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The Gift of St. Petersburg Ballet

Aspiring dancers from around the world have gathered in the city for two weeks of tuition by Russias best.

Published: August 1, 2013 (Issue # 1771)



  • An American dancer seen here in Elena Shertsneva's character class.
    Photo: Open World Dance Foundation / for SPT

The soul needs to shine through during the whole class, said Ludmila Safronova, former student of Agrippina Vaganova and renowned teacher from the Vaganova Academy. In a Jacobson Ballet Theatre studio on Ulitsa Mayakovskogo, two dozen students from around the world looked on in awe as she demonstrated an exercise. Petite and seemingly frail at 84, at the barre she becomes the embodiment of the St. Petersburg ballet tradition, her feet tightly crossed in a textbook fifth position.

The class was part of the very first international summer program for ballet students to be held in St. Petersburg. The two-week intensive, which runs through August 4, is the brainchild of former dancers Ekaterina Shchelkanova and Anton Boytsov, the couple behind the Open World Dance Foundation. Since July 22, young dancers aged 10 to 23 have been dancing up to seven hours a day, with technique, repertoire and character dance classes taught by an impressive roster of teachers steeped in the Vaganova style, the school of training that advocates flowing, lyrical arms and a refined expressiveness that has set the Mariinsky Ballet apart for decades.

Companies and schools across the USA and Europe have long held such short programs, which meet a basic need for young pre-professional dancers: To keep exercising during the summer when most year-round programs are closed for business. Our school didnt have anything like this, sadly, said Shchelkanova. I was born and grew up here so I wanted to share not only the city and its history with people, but also my teachers, like Safronova.

Safronova oversaw Shchelkanovas training at the Vaganova Academy in the 1980s, and the former pupil went on to an illustrious career: Upon graduation, she was hired as a soloist by the Mariinsky Ballet and later joined American Ballet Theatre in New York, dancing in the film Chicago as well as on Broadway in the early 2000s.

For Shchelkanova, the Open World Dance Foundation has been a labor of love. International projects such as the intensive are a continuation of her first and most pressing goal: To help Russian orphans through contact with dance and the arts. Several million children are estimated to live in orphanages in Russia, and more than 120,000 in St. Petersburg alone, a record for a city. The idea came about when Shchelkanova visited a local orphanage in 2010 and realized that in that environment, even talented children were denied the opportunity to pursue an artistic education.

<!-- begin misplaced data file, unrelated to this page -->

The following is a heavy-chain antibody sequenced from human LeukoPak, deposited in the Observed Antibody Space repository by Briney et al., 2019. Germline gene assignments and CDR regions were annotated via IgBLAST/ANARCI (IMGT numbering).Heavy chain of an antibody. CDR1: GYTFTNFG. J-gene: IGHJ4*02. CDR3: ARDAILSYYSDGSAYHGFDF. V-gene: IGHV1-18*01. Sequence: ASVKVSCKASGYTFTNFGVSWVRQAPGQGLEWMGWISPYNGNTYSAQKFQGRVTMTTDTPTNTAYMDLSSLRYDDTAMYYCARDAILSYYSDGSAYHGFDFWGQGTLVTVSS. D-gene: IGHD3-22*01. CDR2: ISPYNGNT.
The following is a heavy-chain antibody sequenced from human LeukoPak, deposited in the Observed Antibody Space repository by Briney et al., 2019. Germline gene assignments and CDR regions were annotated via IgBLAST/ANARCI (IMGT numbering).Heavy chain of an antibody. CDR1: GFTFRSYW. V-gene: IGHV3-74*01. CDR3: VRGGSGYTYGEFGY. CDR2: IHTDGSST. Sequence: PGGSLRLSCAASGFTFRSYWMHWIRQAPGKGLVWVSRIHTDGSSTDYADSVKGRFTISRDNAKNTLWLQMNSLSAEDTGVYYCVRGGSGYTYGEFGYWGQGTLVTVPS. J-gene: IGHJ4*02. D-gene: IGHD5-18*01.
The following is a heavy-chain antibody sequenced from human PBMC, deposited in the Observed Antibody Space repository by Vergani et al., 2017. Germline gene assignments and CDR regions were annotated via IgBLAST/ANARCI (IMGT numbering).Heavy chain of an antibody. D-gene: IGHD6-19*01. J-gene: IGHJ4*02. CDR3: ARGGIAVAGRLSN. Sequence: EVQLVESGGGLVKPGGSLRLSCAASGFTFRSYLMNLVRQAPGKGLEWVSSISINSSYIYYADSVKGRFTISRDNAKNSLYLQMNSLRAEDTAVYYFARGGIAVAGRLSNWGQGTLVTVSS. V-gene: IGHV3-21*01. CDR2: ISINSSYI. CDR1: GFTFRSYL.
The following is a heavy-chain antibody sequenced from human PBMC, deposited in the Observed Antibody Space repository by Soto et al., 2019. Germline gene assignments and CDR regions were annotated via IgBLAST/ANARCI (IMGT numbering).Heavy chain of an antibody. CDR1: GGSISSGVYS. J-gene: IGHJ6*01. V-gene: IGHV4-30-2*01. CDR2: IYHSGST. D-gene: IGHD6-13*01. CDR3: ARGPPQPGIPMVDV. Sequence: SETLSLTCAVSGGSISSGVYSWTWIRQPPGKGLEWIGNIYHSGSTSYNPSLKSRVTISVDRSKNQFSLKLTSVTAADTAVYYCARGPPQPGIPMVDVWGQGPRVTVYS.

Three years later, the results speak for themselves. The Foundation has provided training for local dance instructors who teach in orphanages, held master classes and a benefit in New York and, most importantly, helped a few talented children on the path to realize their dreams by providing training and mentoring.

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ALL ABOUT TOWN

Friday, Aug. 22


Get ready to pledge allegiance to the flag during National Flag Day, paying tribute to when, 23 years ago today, the iconic hammer-and-sickle was replaced with the tricolor that now flutters in the wind. Petersburgers will be treated to a free concert on Palace Square, a military parade and a culminating air show featuring Russias Russian Knights stunt pilots.



Saturday, Aug. 23


Uppsala Park plays host to Fairy Noon today, a performance of five separate fairy tales ranging from folk classics to more haunting selections. There will be three different renditions of the tales throughout the day and tickets start at 500 rubles ($13.80) for adults and 300 rubles ($8.30) for children.


Classic Finnish cartoon characters the Moomins expect to receive a warm welcome from Russian fans during todays Moomin Festival at the Pearl Plaza Shopping Center at 51 Petergofskoye Shosse. Become a kid again or introduce a new generation to the beloved creation of Finnish writer Tove Jansson.



Sunday, Aug. 24


The tortured genius of Dutch master Vincent van Gogh gets his day in the centers Konnushnaya Ploschad during Make Art Like Van Gogh, a daylong celebration of the artist that will allow amateur artists to try and replicate the work that made the famed painter world-renowned.


Experience a variety of dances highlighting the diversity of the world around as at the final day of the Ethno-Dance International Dance Festival that has been at the St. Petersburg Humanitarian University of Trade Unions this past week. Tonights performance will feature Egyptian dancers accompanied by local orchestras.



Monday, Aug. 25


Today kicks off the Elena Obraztsovoy International Competition for Young Vocalists in the large hall of the Shostakovich Philharmonic. Talented youngsters will showcase their range over the next six days before a winner is chosen on Aug. 30.



Tuesday, Aug. 26


Love movies but hate all those words? Then check out Rodina Cinema Centers Factor of Consensus film forum this evening. Silent movie classics from the beginning of the 20th century will be screened and accompanied by a pianist, who will provide the soundtrack for the ongoing action. The screenings begin at 7 p.m. Check Rodinas website for more details.



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